Our Friend is Here! is a guest feature at The Quiet Pond, where authors, creatives, and fellow readers, are invited to ‘visit’ the Pond! In Our Friend is Here! guest posts, our visitors (as their very own unique character!) have a friendly conversation about anything related to books or being a reader — and become friends with Xiaolong and friends.
Asian Heritage Month Edition is a month-long event at The Quiet Pond, where Asian authors and bookish content creators are invited to celebrate being Asian, Asian books, and the experiences of being an Asian reader. (Note: Here is an explanation of why we are calling this guest series ‘Asian Heritage Month’.)
Hello friends! Welcome to our last round of posts for Asian Heritage Month here at the Pond. Today we’re changing tracks a little from our usual bookish tune, and talking about fanart from the margins! Art is undoubtedly one of the pillars of the reading community—I know I’m always overjoyed to find some good good art of my favorite bookish characters. And recently we’ve also been seeing bookish fanart pop up more and more around the industry too, in places like pre-order promo swag and book subscription box perks. As this happens, it’s also important to acknowledge the role of fanart in increasing visible representation and diversity in books as well!
Joining us in our conversation today is Sylvia Bi, who is a brilliant artist currently working in publishing (!!!), and a long-time friend of the Pond! Friends, seeing Sylvia’s art is like stepping through a window into a warmer, kinder world—where all the colors are vivid, and where the light shines golden. We’ve included some of her work in this post, and I personally cannot recommend looking up her portfolio enough to be awed and inspired with what art can do. I am so delighted to welcome her today as a little deer with dangly, twinkly earrings; look how pretty she is!
This conversation is also a little different from our usual interview posts, as we’re doing it more panel-style with CW, Sylvia and I all asking and answering questions! I really hope you enjoy our little dialogue today, friends, and that you glean a few insights about the importance and potential of fanart with us along the way too!
Skye: Hello, friends! Thank you so much for joining us today here at the Pond during Asian Heritage Month, I’m so excited to be talking to y’all about fan art in the book community today! Before we begin, could you tell us a little about yourself, Sylvia?
Sylvia: I’m so hyped to be here! I’m a full-time assistant designer at Random House Children’s Books, and a part-time notorious earring collector, amateur rooftop climber, smoothie maker, and fanart creator. These days, when I’m not a full book gremlin, I’m making a lot of fanart to really remind myself why I started drawing in the first place, and why I love it so much!
Skye: Let’s start at the beginning: what was everyone’s early experiences of making fanart like? How did you guys get into bookish fanart?
Sylvia: Some of the earliest fanart I ever made was definitely for anime. Especially during the summers when my family went back to China, my aunt would usually have one or two anime series that I’d watch over and over and over, so that would be my inspiration. I drew an ungodly amount of Cardcaptor Sakura and Mermaid Melody fanart for a solid three or four years!!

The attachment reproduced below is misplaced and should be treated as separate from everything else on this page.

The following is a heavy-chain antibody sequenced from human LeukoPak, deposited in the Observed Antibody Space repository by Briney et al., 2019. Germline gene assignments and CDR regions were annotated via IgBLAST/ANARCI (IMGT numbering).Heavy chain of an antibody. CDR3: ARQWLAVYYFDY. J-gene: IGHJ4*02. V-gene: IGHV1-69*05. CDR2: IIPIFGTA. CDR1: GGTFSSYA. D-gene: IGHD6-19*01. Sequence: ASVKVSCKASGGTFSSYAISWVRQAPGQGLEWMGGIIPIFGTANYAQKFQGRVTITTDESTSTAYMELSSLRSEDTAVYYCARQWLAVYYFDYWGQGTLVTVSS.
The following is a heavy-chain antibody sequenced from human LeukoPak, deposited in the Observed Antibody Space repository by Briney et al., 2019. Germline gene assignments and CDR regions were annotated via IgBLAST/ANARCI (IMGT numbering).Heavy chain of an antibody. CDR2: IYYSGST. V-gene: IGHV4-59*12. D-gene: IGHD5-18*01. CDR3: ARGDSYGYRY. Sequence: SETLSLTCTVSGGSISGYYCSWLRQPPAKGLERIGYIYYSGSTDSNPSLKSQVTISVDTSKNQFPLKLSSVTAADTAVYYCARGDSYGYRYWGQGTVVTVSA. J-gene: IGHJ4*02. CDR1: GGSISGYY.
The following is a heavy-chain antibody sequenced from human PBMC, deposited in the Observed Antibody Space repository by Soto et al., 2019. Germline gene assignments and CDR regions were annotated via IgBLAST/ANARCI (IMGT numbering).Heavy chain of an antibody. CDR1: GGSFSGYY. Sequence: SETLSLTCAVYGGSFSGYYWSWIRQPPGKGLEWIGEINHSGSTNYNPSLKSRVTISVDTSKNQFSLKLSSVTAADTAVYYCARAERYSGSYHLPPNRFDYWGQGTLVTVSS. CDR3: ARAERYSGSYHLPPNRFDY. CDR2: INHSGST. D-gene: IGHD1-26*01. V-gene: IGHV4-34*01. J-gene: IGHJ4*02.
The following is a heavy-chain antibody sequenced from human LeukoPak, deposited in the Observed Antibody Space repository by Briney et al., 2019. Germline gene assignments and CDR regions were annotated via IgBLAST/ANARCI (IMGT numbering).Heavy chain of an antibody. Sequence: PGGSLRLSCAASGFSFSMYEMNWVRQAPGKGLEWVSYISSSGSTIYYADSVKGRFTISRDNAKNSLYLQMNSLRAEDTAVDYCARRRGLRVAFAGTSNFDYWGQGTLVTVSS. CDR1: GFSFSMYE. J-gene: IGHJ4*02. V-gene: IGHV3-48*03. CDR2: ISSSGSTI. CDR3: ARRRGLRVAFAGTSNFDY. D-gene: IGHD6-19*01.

When it comes to bookish fanart, boy was I LATE to this party. I’ve been crazy about books for ages, but for some reason I didn’t really think about doing bookish fanart until college. It might have been because I’d spent so long making fanart of animated shows and movies, that taking the step into making fanart of characters without any kind of visual reference was subconsciously daunting! But one summer, I read A Gathering of Shadows by V.E. Schwab about 45 times and realized that a girl with knives, a pirate aesthetic, and big bisexual energy was right up my drawing alley. That really opened the floodgates and I’m never gonna stop!
Skye: That’s really funny that you say you started out with anime, because I did as well, hahaha! My life online has always been really firmly rooted in fan communities, and I first started “designing” by making really bad, really silly anime edits. It was how I learned Photoshop, and it… truly was a novel way to get the hang of basic design principles like type and visual hierarchy. The anime editing was also such a cool thing to build an online community around, too — I still have friends from this era of my life who I’m still really good friends with (perhaps serendipitously, they also all got into design careers one way or the other too).
CW: Oh wow, I really had to deep-dive into my memory and had to think really hard on this. At first, I thought my first fanart involved Final Fantasy – I made a lot of Final Fantasy graphics using free Photoshop and would make me and my friends desktop wallpapers. I’m laughing-crying remembering that! But I think my first ever fanart was of, dare I mention it: Neopets. I played Neopets with all my friends in primary/elementary school and, as someone who loved animals and creating my own fantasy creatures as a young person, Neopets was a fanart dream come true. I don’t quite remember what all the Neopets are called now, but I’d draw them and design houses for them. A part of me is embarrassed by this, but the bigger and kinder part of me is thinking that… aw, I was so cute and soft! What the hell happened.